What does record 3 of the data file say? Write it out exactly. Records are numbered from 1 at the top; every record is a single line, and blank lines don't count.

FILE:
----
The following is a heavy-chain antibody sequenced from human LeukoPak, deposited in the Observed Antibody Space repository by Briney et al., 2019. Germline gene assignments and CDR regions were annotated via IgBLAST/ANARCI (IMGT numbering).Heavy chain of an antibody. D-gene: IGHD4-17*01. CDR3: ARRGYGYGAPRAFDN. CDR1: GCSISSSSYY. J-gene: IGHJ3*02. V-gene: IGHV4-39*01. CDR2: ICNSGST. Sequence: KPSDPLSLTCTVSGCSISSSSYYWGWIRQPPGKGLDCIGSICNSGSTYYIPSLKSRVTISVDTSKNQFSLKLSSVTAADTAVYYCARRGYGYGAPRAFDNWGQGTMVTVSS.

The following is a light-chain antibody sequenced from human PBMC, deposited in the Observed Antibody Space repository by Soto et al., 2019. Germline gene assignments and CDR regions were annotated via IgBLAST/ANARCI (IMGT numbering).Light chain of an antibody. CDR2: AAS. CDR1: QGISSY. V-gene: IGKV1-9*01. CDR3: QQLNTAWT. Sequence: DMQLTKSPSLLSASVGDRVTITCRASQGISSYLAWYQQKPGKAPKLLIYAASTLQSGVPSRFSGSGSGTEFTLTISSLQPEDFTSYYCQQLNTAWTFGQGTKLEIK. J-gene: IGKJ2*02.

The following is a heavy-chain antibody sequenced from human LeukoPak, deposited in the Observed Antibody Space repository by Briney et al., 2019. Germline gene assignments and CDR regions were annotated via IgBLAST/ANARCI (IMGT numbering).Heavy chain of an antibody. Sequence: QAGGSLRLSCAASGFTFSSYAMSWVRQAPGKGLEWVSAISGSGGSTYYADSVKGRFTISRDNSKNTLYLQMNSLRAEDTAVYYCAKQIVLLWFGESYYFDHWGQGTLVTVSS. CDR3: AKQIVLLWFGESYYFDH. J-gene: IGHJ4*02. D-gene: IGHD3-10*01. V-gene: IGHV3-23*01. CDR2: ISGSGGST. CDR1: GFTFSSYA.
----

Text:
The following is a heavy-chain antibody sequenced from human LeukoPak, deposited in the Observed Antibody Space repository by Briney et al., 2019. Germline gene assignments and CDR regions were annotated via IgBLAST/ANARCI (IMGT numbering).Heavy chain of an antibody. Sequence: QAGGSLRLSCAASGFTFSSYAMSWVRQAPGKGLEWVSAISGSGGSTYYADSVKGRFTISRDNSKNTLYLQMNSLRAEDTAVYYCAKQIVLLWFGESYYFDHWGQGTLVTVSS. CDR3: AKQIVLLWFGESYYFDH. J-gene: IGHJ4*02. D-gene: IGHD3-10*01. V-gene: IGHV3-23*01. CDR2: ISGSGGST. CDR1: GFTFSSYA.